Now, probably the advisable thing to do in this would be the sort of sit back and let the Democratic civil war go on. Trump probably unwisely went to Twitter and attacked the squad during this, which caused Pelosi, kind of gave her an out, to come in and defend the squad and that sort of settled this feud.
But there was one interesting thing that I note in this book and that was when Pelosi visited with AOC. Pelosi posted their photos together on social media, AOC did not. And I think that there’s almost a message there that Pelosi was the one who was trying to fit in and be part of the cool kids and AOC did not feel like she had to.
Allen: Interesting. So, I mean, this is really like insider political play, essentially. It kind of sounds like a middle school classroom, “I’m going to bully this kid because the cool kids don’t like him.”
Lucas: Yeah. Well, there is a bit of insider baseball stuff here because this book’s based on more than a dozen interviews, it’s not just me pontificating. I’ve interviewed numerous people on Capitol Hill, in the White House, both on the record and off the record.
Another good bit of insider info that actually got some media attention this past week, which I was happy to see that, was what the book said about how [Rep.] Adam Schiff really edged out [Rep. Jerrold] Nadler to end up being the guy who runs the impeachment.
A lot of that had to do with Nadler did not do a very good job when he tried to jump into the impeachment and handle it with some of the early stuff with the Mueller stuff.
He did a horrible job in his committee work, and hearings, and so forth. At that point, after about three hearings, Pelosi became very upset and she knew if the caucus did push her to an impeachment, that she did not want to use Nadler.
Now, another interesting thing is that Schiff was very ambitious during all this. And there was actually, some of our feeling here, he actually had a tweet about two weeks before the whistleblower complaint came out.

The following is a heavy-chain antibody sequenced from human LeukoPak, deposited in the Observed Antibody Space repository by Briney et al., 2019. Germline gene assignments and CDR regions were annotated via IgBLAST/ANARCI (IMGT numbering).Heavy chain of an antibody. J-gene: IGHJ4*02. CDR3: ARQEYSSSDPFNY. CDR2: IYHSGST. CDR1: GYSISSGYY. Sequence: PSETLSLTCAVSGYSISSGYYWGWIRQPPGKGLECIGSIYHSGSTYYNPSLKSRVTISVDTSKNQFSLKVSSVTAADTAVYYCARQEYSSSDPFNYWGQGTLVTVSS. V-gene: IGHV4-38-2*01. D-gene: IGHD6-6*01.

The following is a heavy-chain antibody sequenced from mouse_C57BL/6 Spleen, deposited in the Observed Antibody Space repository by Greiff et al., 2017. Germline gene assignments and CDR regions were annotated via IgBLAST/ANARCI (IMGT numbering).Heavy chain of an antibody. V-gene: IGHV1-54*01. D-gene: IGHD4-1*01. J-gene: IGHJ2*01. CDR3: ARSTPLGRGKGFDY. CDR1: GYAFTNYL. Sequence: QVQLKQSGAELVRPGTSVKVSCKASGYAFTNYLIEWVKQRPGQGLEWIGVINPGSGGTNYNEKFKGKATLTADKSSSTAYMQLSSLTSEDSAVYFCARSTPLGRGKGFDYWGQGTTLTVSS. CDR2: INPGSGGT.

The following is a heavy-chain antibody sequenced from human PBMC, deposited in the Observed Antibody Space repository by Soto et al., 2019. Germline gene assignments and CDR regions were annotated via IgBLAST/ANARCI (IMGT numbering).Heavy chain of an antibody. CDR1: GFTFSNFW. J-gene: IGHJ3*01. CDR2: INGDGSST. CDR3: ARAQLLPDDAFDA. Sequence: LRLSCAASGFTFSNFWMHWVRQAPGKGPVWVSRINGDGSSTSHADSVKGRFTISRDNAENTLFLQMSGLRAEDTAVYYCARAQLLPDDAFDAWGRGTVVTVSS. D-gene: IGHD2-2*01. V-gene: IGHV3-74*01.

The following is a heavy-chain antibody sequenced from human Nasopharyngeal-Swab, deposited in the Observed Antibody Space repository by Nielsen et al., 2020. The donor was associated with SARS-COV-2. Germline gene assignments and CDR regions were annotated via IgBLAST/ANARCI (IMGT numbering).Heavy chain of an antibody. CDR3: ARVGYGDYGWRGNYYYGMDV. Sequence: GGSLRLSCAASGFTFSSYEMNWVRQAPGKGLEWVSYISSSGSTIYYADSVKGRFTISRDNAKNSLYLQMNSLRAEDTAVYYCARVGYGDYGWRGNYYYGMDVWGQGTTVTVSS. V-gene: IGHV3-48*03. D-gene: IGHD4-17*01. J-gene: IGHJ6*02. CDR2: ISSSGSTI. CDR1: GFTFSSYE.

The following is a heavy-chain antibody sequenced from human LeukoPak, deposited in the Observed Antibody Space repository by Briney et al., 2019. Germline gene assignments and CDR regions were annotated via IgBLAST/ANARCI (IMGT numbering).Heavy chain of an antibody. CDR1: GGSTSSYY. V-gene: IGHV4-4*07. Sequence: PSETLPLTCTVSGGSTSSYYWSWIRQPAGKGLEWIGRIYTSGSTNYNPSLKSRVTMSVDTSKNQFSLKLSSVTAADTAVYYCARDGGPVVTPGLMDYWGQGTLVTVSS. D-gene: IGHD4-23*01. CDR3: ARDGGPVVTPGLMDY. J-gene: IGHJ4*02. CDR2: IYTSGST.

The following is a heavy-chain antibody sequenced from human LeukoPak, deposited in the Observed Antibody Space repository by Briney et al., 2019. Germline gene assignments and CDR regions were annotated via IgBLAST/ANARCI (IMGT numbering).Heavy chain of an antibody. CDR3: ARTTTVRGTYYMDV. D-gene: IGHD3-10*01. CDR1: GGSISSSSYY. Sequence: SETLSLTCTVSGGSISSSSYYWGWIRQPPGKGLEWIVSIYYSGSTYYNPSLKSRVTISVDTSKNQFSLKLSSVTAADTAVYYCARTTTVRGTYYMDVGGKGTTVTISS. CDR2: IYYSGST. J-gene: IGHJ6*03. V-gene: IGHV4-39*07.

And when she complained that the money seemed to be on hold at the time when Rudy Giuliani had said he was investigating [former Vice President] Joe Biden, some of that had been public, but some of this revealed made it look as almost like Schiff might’ve had some advanced knowledge that this whistleblower complaint was coming.
Allen: Wow, that’s fascinating. So why was this seen as an opportunity? Why was the Ukraine phone call and the whistleblower the second chance, essentially, that the left saw, “OK, the Russian collusion thing didn’t work, we’re going to latch onto this.”
Lucas: The second chance, the New York Times even actually called it a do-over of sorts, in which they referred to Adam Schiff as being the can-do special counsel that Robert Mueller could not be, which I referenced that.
But yeah, this was the Russia narrative that they’d built up for years, and the Democrats made a real strong investment in the Russian narrative that collapsed on them after the Mueller report. And they had to turn to something because even after all this, that’s sort of been what Pelosi had used to stave off impeachment talk from Maxine Waters, Al Green, and others, was, “Let’s wait for the Mueller Report and then see.”